Mt. Airy woman’s love of animals created a business (and a dog-walking trip to Paris)

    Don’t call Adina Silberstein a dog whisperer.

    The owner of Queenie’s Pets, a professional dog walking and pet-sitting service that serves Mt. Airy, Germantown, Chestnut Hill and Wyndmoor, takes a different approach than Cesar Millan when it comes to caring for man’s best friend.

    “We operate from a positive modality and so everything we do is positive reinforcement based,” Silberstein said. “None of that alpha schmalpha stuff that’s out there.”

    No, Silberstein doesn’t see a need for the pack-leader mentality that Dog Whisperer Millan has made famous. Instead, her way of caring for dogs more closely resembles a rewards system, with canines earning treats and affection for good behavior.

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    An obsession with animals since childhood

    Silberstein’s approach stems from her own experience growing up in a Mt. Airy family that raised German Shepherd among a host of other animals.

    “Literally almost any household pet you can imagine, we probably had it.” Silberstein said.

    She admitted that, as a kid, she “trained” her pet hamsters to climb stairs — an idea that ended up being detrimental — and built “mansions” for her hermit crabs, which deserved living quarters above and beyond the traditional glass jar with holes punched in the lid.

    Her dedication to her pets was a way to indulge her passion for animals, which struck early on.

    “I was obsessed from Day One,” she said.

    Neighbors near the Mt. Airy corner of Nippon and Bryan streets, where Silberstein grew up, came to know her as an animal enthusiast. They often asked her to pet sit, a job which stuck with her through the years.

    It helped her pay for college in Washington D.C., and she would continue to care for her neighbors’ pets when she came home to Philadelphia on holidays and vacations.

    After graduation and working for Teach for America in New Orleans, Silberstein eventually returned to Mt. Airy.

    Return of the pet sitter

    “I came back and all these people who I had pet sat for in high school and college said, ‘You’re back. Great!” she recalled during a recent pet “play date.”

    They asked her to resume her pet-sitting duties. What had up until that point always been a side job began to take over much of her time.

    Silberstein was working full-time as a server at the now defunct Cresheim Cottage Café, but the demand became so great that she was having trouble fitting dog walking in around her restaurant shifts.

    “One day, in 2005, a friend said, you know you can just be a dog walker,” explained Silberstein, who initially resisted, thinking that it wasn’t a viable career. “But then he dared me and I had to take the dare.”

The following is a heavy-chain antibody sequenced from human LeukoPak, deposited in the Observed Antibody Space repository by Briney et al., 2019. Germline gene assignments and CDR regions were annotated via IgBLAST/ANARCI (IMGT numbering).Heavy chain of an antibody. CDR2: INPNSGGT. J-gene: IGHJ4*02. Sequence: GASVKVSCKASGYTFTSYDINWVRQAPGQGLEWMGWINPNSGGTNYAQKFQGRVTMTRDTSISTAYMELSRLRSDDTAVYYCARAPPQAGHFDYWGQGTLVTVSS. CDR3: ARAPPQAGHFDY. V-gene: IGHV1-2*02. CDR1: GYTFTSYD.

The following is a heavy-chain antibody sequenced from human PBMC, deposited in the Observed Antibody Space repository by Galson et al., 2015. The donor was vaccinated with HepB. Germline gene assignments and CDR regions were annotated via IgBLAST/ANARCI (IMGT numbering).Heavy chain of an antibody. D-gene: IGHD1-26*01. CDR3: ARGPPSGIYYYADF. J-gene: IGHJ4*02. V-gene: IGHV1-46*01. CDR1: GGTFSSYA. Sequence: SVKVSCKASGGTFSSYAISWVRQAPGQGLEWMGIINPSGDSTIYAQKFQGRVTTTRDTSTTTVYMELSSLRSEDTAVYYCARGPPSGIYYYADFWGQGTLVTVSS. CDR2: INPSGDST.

Within four months, Silberstein grew from 23 to 60 clients.

    Queenie’s Pets became official in 2006, bearing a nickname given to her by housemates who found her to be a bit of a bossy boots or a tireless manager, depending on who you asked.

    Lasting client relationships

    It turns out that Silberstein’s friend was right that day in 2005.

    Today, Queenie’s Pets has a staff of seven. She estimated that her total number of active clients ranges between 170 and 220.

    Queenie’s provides dog-walking services, but also specializes in at-home pet care for a range of animals including cats, ferrets, rabbits, turtles, fish and parrots.

    Silberstein is committed to providing engaging experiences for the pets in her care. She and her staff conduct an extensive intake process for each new client. That allows them to build solid and lasting relationships with both pets and owners.

    One such relationship took Silberstein to Paris this year when a client of five years moved to France and insisted on maintaining Queenie’s services while abroad.

    The client flew Silberstein across an ocean to walk Alfredo, a big, white pit bull, in the shadow of the Eiffel Tower for two weeks. She never imagined that dog walking would take her so far.

    Community created

    “What I did imagine was feeling in community with people,” she said. “I imagined being here in the coffee shop and seeing my clients and schmoozing with them and being in McMenamin’s and sharing a beer with them.”

    A notion of community has indeed become the foundation of Silberstein’s business.

    She acknowledged that her profession leads her to work in the private, intimate space of people’s homes. She’s entrusted with keys, alarms codes and the lives of beloved pets.

    She said she takes that standing as a member of the community seriously and would never betray people who’ve not only entrusted her with so much, but have actively contributed to the success of her business.

    “The power of word-of-mouth in a community that you love can create,” she said, “and it created my dream.”

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